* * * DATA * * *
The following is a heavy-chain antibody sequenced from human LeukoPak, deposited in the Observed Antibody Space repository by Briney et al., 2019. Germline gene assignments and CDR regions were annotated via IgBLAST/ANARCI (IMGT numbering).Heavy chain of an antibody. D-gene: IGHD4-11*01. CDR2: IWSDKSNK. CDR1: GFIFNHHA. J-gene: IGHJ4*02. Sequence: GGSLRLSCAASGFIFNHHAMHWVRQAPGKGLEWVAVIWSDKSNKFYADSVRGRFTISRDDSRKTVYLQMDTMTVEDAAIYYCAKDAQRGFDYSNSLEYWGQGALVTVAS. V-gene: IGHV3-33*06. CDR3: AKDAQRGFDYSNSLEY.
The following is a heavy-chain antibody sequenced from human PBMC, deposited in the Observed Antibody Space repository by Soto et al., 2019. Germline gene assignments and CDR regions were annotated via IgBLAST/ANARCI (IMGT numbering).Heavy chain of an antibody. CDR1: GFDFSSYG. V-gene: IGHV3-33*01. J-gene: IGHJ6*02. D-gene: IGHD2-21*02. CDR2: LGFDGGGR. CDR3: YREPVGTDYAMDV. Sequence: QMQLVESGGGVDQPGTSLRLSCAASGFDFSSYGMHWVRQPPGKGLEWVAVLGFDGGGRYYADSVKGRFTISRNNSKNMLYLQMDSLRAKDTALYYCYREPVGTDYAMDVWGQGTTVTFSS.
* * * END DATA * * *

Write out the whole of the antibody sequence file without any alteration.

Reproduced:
The following is a heavy-chain antibody sequenced from human LeukoPak, deposited in the Observed Antibody Space repository by Briney et al., 2019. Germline gene assignments and CDR regions were annotated via IgBLAST/ANARCI (IMGT numbering).Heavy chain of an antibody. D-gene: IGHD4-11*01. CDR2: IWSDKSNK. CDR1: GFIFNHHA. J-gene: IGHJ4*02. Sequence: GGSLRLSCAASGFIFNHHAMHWVRQAPGKGLEWVAVIWSDKSNKFYADSVRGRFTISRDDSRKTVYLQMDTMTVEDAAIYYCAKDAQRGFDYSNSLEYWGQGALVTVAS. V-gene: IGHV3-33*06. CDR3: AKDAQRGFDYSNSLEY.
The following is a heavy-chain antibody sequenced from human PBMC, deposited in the Observed Antibody Space repository by Soto et al., 2019. Germline gene assignments and CDR regions were annotated via IgBLAST/ANARCI (IMGT numbering).Heavy chain of an antibody. CDR1: GFDFSSYG. V-gene: IGHV3-33*01. J-gene: IGHJ6*02. D-gene: IGHD2-21*02. CDR2: LGFDGGGR. CDR3: YREPVGTDYAMDV. Sequence: QMQLVESGGGVDQPGTSLRLSCAASGFDFSSYGMHWVRQPPGKGLEWVAVLGFDGGGRYYADSVKGRFTISRNNSKNMLYLQMDSLRAKDTALYYCYREPVGTDYAMDVWGQGTTVTFSS.